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Questions tagged [adverb]

The tag has no usage guidance.

5
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3answers
85 views

“Semper” in the beginning of a sentence

This is my first attempt at a translation for a motto. My intent is to convey "Always be good" as an advice. I think it is "Semper bonus esto". A quick digression on the motto I'm using Subject+ ...
4
votes
2answers
184 views

Is *digne* an adverb in the “Munda cor meum” prayer?

Below is one of the prayers which the priest says before reading the Gospel in the Tridentine Mass. Munda cor meum, ac labia mea, omnípotens Deus, qui labia Isaíæ Prophétæ cálculo mundásti igníto: ...
5
votes
1answer
61 views

Latin etymology of Spanish “tarde”

In Spanish, the word "tarde" has two different meanings: The part of the day between noon and dusk. Equivalent to the English noun "afternoon". Happening after the due, usual, or proper time. ...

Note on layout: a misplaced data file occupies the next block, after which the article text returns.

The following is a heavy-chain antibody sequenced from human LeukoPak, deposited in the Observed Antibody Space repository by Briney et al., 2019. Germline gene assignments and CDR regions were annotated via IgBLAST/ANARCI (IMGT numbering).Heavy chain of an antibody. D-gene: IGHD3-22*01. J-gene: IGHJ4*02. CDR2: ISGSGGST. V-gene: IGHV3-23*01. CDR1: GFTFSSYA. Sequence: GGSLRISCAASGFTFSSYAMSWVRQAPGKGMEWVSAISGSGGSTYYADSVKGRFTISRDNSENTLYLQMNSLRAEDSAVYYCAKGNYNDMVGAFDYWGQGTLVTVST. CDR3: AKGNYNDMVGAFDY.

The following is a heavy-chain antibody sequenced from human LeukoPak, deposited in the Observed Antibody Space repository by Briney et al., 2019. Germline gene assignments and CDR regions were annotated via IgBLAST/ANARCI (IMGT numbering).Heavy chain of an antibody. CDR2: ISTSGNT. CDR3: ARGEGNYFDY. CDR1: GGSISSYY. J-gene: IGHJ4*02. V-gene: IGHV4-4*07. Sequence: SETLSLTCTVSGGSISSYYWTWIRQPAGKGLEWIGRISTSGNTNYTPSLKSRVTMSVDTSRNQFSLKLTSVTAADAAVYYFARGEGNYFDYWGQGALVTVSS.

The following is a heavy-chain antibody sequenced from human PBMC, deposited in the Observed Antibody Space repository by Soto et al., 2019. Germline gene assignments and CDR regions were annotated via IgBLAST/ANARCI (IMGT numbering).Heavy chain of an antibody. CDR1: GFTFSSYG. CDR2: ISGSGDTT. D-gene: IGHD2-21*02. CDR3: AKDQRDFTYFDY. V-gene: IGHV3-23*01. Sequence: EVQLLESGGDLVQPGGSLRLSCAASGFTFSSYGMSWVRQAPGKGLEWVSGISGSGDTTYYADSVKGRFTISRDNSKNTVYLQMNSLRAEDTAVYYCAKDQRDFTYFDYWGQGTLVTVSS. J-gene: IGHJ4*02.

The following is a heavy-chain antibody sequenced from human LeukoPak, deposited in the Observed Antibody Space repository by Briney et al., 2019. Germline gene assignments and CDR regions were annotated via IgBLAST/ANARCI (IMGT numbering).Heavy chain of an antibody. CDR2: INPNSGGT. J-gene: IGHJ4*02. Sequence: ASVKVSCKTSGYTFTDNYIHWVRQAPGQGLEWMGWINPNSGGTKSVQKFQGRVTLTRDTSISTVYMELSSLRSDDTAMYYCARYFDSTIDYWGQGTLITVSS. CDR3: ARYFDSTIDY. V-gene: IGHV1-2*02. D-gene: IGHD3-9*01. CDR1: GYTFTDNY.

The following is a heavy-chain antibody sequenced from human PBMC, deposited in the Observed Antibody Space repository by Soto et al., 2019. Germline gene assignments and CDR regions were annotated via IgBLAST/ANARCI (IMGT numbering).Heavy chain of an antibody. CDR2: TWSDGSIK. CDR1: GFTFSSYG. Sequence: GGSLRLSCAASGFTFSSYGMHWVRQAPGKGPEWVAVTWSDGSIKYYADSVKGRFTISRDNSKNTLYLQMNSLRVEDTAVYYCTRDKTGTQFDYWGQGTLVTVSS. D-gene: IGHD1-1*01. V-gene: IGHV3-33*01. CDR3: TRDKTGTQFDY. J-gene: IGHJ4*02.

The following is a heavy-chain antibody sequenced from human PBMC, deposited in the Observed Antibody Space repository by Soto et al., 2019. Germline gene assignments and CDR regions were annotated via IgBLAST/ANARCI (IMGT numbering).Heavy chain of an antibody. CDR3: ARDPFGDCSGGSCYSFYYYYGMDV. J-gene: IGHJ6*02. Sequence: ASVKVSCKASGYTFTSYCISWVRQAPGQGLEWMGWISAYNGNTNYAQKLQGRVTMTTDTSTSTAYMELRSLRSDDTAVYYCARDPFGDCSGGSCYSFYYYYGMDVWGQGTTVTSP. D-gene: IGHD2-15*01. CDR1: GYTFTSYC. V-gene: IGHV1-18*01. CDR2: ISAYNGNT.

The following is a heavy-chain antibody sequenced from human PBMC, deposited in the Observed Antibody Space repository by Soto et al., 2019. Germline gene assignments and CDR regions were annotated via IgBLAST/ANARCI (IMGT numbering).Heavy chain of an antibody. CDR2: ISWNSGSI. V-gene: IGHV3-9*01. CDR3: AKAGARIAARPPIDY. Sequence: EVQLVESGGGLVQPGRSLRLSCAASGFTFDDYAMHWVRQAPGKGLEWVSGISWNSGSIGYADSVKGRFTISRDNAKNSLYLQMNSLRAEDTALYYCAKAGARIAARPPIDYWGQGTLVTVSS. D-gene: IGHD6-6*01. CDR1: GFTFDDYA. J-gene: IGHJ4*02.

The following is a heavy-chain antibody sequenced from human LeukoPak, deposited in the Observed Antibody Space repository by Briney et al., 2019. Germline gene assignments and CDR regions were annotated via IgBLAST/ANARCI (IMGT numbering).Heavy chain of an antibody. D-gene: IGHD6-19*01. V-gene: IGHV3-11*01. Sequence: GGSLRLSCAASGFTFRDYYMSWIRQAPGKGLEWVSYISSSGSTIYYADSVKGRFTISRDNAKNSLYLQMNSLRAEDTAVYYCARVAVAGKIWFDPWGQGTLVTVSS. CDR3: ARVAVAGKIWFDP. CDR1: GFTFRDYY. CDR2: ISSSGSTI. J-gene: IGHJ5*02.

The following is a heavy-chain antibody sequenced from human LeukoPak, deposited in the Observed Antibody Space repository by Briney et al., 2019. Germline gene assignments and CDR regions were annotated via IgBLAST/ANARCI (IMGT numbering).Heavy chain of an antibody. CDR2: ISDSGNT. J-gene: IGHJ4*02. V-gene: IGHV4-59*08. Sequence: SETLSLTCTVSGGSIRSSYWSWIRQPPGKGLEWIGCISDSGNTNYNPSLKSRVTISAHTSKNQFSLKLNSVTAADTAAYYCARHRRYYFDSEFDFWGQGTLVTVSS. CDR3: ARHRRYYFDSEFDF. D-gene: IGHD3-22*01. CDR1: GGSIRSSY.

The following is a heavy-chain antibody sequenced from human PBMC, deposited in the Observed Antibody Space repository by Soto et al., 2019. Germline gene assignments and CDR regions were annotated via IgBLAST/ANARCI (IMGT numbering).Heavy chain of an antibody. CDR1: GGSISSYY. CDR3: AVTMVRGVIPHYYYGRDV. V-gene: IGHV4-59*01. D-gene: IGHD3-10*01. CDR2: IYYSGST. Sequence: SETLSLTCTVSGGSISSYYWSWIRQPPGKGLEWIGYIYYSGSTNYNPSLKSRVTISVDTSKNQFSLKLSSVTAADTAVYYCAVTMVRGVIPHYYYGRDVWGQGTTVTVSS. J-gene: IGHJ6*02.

3
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0answers
28 views

How often is “et” used as an adverb, and what might distinguish that usage?

The conjunction et, in addition to its common use as a coordinating conjunction meaning and, can also be used adverbially, encompassing similar meanings as those found in words like etiam, item, etc. ...
11
votes
1answer
139 views

Ūtāturne linguā Latīnā aliquis adverbō «ferē» ut linguā Anglicā verbō «almost» ūtimur?

Linguā Anglicā, saepe cum multīs adverbīs atque adiectīvīs, plūrima quōrum significātiōnēs absolūtās habent (exempla sunt «always» vel «everything» vel «nothing» vel «never», et cētera), adverbō «...
3
votes
1answer
34 views

How do extra and ultra compare?

The adverbs (and prepositions) extra and ultra are somewhat similar but not identical. While I can read the two dictionary entries and get an idea what they mean, I don't feel that I fully grasp how ...
8
votes
1answer
87 views

Which adverbs of possibility and probability warrant the subjunctive?

On my previous question (thus begins the chain) I wrote a comment saying "Illa est bona idea. Fortasse rogem cras." I used the subjunctive because I take "fortasse" to mean "maybe", which to me ...
3
votes
1answer
46 views

Does this adverb phrase apply to one or both verbs separated by 'vel'?

The quote below is from the Instituta Patrum de modo psallendi, an anonymous Carolingian or High Medieval (I myself would date it 800s or 900s) document on singing psalms in Gregorian chant. Source ...
20
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4answers
662 views

Why do some Latin adverbs have accent on the last syllable?